By the way, this street shows a clear difference in the architecture of the cities of Holland and Belgium. While in the Netherlands the houses are more austere, in Flanders everything is more painted. I can’t say that I like it better. In both places there is a twist! The main thing is that everything is in the same style!
For a walk around the city without sightseeing you need 2-3 hours, no less. Again, the old town of Ghent is pretty small and after walking around the city for a while, we decided to go to the Castle of the Counts Gravensteyn.
The Gravensteyn castle was built at the end of the XII century and is the only medieval castle in Flanders. The name intuitively suggests that it served as the residence of the counts. During the reign of Louis II of Malsky, in the XIV century, the castle ceased to perform the role of a residence because in the opinion of the then ruler, it was not too comfortable. In the middle of the XIV century, Gravensteyn Castle became a mint, and at the beginning of the XV century the supreme court and the prison were located there.
During the next centuries the castle became deserted, and at the end of XVII century it was sold to all comers. At the beginning of XIX century the main tower of the castle was used as a textile factory. The castle decoration had finally fallen into decay, and only then the city authorities decided to gradually buy the castle from the owners, who owned it at that time.
Further restoration works went and the castle became one of the main sights of Ghent. The ticket to the Castle of Count Gravensteyn costs 10 euros. To be honest, I do not know how much it is justified. I like such places where you can wander along the medieval walls, but the castle itself is relatively small, and I still think that the cost of 10 euros is a bit steep. There is nothing particularly interesting inside the castle. Just gloomy medieval walls. If you see such interiors for the first time, you might be impressed.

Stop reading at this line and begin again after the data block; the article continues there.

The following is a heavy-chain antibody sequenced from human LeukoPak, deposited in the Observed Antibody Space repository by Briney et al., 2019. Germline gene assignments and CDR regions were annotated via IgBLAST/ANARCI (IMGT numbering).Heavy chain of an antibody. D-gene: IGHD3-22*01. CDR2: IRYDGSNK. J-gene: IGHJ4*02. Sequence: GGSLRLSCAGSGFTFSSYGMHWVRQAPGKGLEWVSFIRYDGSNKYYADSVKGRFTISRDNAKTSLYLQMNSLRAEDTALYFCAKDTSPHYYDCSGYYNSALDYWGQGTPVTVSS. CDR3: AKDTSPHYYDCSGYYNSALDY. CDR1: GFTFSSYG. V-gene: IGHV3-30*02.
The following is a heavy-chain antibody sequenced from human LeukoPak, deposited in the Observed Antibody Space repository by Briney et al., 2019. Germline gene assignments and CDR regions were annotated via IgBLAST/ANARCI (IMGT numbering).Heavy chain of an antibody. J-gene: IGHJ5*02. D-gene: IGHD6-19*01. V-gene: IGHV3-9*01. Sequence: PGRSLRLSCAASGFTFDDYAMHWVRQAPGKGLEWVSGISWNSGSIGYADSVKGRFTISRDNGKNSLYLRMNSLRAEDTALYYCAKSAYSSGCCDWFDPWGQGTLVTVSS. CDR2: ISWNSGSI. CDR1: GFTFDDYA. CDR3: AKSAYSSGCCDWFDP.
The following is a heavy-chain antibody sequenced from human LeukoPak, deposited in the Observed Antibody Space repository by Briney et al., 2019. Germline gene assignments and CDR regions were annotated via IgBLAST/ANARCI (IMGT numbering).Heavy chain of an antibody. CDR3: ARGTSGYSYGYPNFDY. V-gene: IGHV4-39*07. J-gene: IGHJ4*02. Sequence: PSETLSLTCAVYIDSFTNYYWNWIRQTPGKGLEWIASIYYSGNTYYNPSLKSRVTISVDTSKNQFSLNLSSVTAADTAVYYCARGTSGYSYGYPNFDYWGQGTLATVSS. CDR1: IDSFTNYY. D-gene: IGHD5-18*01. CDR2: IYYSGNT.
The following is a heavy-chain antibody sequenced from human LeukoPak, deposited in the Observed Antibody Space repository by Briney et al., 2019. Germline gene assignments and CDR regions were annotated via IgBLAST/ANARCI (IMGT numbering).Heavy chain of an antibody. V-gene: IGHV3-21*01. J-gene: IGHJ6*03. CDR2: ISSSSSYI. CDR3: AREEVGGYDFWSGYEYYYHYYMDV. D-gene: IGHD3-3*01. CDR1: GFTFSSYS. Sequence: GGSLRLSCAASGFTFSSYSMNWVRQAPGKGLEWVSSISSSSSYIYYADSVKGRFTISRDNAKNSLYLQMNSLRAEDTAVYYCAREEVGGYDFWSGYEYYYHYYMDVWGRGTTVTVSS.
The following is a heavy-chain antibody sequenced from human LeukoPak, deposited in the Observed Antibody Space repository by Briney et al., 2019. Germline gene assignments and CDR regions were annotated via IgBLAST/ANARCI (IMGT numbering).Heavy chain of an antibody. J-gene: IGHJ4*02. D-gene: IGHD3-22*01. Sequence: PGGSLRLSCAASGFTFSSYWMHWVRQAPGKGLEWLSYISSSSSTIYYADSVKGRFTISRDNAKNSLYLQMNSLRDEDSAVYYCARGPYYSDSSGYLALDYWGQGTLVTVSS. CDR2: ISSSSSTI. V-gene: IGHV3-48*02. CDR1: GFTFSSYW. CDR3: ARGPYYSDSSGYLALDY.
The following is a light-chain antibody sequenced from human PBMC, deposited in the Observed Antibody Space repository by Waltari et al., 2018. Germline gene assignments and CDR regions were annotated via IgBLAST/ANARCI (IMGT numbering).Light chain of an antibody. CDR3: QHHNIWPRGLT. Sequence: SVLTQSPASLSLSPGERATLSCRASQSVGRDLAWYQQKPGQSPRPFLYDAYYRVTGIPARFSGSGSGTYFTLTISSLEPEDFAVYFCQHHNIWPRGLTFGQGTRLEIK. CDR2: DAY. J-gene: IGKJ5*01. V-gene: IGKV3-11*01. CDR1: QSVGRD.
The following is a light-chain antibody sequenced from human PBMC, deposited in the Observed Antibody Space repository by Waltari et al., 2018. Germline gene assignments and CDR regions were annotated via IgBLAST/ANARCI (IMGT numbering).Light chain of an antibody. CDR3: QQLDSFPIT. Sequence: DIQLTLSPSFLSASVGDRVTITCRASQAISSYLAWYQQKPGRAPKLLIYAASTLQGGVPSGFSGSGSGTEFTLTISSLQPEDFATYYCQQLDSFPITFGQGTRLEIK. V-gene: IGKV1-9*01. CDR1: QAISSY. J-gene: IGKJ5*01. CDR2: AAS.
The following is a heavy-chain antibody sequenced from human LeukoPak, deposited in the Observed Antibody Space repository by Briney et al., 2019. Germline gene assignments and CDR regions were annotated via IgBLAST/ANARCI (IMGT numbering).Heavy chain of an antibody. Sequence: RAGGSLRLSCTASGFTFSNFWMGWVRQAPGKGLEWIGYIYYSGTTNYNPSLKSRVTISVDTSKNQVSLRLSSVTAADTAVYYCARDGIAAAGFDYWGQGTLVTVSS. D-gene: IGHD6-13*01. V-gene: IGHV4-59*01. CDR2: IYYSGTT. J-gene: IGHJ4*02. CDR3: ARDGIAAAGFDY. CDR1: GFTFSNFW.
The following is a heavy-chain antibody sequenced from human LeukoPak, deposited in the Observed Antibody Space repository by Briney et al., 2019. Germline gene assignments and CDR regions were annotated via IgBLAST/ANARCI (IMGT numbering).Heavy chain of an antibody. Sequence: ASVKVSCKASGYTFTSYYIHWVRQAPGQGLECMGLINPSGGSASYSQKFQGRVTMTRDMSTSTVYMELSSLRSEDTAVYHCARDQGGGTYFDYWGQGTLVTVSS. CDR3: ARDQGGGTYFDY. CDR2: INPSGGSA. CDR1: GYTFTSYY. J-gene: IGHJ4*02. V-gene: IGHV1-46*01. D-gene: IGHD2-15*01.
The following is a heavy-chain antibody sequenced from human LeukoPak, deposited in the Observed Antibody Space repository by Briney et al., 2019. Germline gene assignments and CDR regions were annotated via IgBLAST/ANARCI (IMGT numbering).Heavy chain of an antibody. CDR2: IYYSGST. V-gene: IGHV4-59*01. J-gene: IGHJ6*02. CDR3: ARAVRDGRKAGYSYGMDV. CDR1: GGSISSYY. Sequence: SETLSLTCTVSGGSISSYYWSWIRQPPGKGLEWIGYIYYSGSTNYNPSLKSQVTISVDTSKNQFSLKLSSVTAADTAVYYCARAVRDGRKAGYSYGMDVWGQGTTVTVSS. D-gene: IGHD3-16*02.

Inside Gravenstein Castle
Hand on heart, there are much more interesting sights of this kind in Europe, such as the Pena Palace and Quinta da Regaleira in Sintra. From the walls of Gravensteyn Castle you have great views of the city center. You can take pictures of the old streets of Ghent, which I really love
View of the city from the castle walls
There are plenty of subjects for photos, as you can walk around the walls of the castle in a circle. In the next photo you can partially see the three towers of Ghent, the Belfort, the Cathedral of St. Bavo and the Church of St. Nicholas.
The inner courtyard of the castle
From the walls of Castle Gravensteyn you can get a better view of the various streets. Moss often grows on the walls of the houses, because Belgium is quite humid and wet all year round, but as you can see we were lucky with the weather, almost all day the sun was shining and it was warm!
One of the alleys in Ghent
Some houses in Ghent are more than 250 years old, and they look like new. Eh… well done, as they say built for the ages!
The house from 1766 in Ghent
To summarize, I can say that in principle, if you have already been many times to various castles in Europe, here you are unlikely to see something new to you. But if you have time and if you are an amateur photographer I would still recommend to visit this landmark of Ghent.
A view of Ghent from the castle walls